Hiking the Lost Coast Trail in Northern California
Yes, there absolutely is a place in California called the Lost Coast, and the term “Lost Coast” couldn’t be more apt. If there’s a Timbuktu, California, then the Lost Coast is way past it. And it’s for that reason that I’ve wanted to go hiking on the Lost Coast Trail in Northern California since I moved here 8 years ago. So over Labor Day weekend, I finally got the chance.
For those keeping track at home, the Lost Coast is way the hell up the California coastline in Humboldt and Mendocino Counties. If you were trying to get onto the trail from SFO, for example, you could get to LA quicker. Theoretically, without any traffic, you could be to the south end of the 25-mile Lost Coast Trail in a few hours from San Francisco. However, if you’re like us (and most others we met who travel there from the south), you’re probably dropping your car off on the south end of the trail and taking the shuttle up to the north end, which tacks on an additional two to three hours.
Once you’ve planned the logistics of where to leave and pick up your car, you’ll then need to have a good understanding of the tides, since parts of the trail are completely inaccessible during high tide. Oh, you’ll also need a permit for the King Range National Conservation Area. But you guys, I promise it’s amazing, beautiful, and worth the hassle.
Sarcasm aside, I believe that California’s Lost Coast Trail is one of the most unique, extraordinary places on the entire West Coast of America. For 25 miles you're not within sight of a single road, home, building, power line, or anything else resembling civilization, except for the other 30-60 people at any given moment on the Lost Coast Trail.
While my friend Jeremy and I hiked the Lost Coast Trail in just under 48 hours, it was pretty ambitious of us. Generally speaking, most people do it 3 days, but it all depends on your pace and how you time the tidal zones. Below, find some of my tips for hiking the Lost Coast Trail, and at the bottom, see some of my favorite photos from our trip.
1. Memorize and have hard copies of tide tables. On the Lost Coast Trail there are two main tidal zones, one of which is a few miles in if hiking from the north, and the other that is a few miles from the end. At high tide, parts of these areas of the trail are inaccessible, so you’ll want to time the low tide window perfectly to give you plenty of time to get through those zones. You can do a quick search on Google that’ll pull up a number of other articles that share more detailed information about where the tidal zones are and how to time them.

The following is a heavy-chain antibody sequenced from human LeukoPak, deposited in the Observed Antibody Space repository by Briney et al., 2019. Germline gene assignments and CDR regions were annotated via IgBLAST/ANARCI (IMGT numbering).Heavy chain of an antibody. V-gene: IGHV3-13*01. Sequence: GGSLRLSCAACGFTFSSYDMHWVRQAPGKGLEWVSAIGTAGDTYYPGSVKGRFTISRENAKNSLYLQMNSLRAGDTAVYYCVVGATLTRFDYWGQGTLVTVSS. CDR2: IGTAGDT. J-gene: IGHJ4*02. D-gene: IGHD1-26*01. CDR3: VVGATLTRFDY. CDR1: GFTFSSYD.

2. Get a permit well in advance. Don’t just assume that you can get a Lost Coast Trail permit for next week, or even next month. 60 people are allowed per night during peak season, and 30 during the rest of the year, so you’ll want to buy a permit well in advance.
3. Bring a bear canister. This isn’t optional; you’re actually required to have a bear canister. If you don’t have one, or don’t want to buy one, you can rent one. More info about renting bear canisters can be found on the BLM’s website.
4. Plan ahead if you’re doing a one-way hike. If you’re doing a one-way hike of the Lost Coast Trail, like many people do, you’ll probably want to drop off your car and take a shuttle to the other end of the hike. Most people do as we did, leaving their car at the south end of the trail, and then getting a shuttle to the north end of the trail. We booked a shuttle with Lost Coast Adventure Tours. However, be aware that the shuttle ride is predominantly on curvy, bumpy roads, and takes a couple hours.
5. Wear mid- or high-cut hiking boots and bring trekking poles. Your legs and feet are going to thank you, especially when walking over the rocks and in deep sand.
6. Take a 2L water bladder. One of the best parts about the Lost Coast Trail is that there’s a water source every couple miles or so (this is also where you’ll likely be camping each night). I had a water bottle, plus a Katadyn BeFree 3L bladder and it was way too much. As such, you should be able to get by fine with something that’ll hold a couple liters of water. Just remember to bring tablets or a water filtration system like the Katadyn bladder.
Finally, don’t forget the principles of Leave No Trace. Meanwhile, see a few of my favorite photos from hiking the Lost Coast Trail below.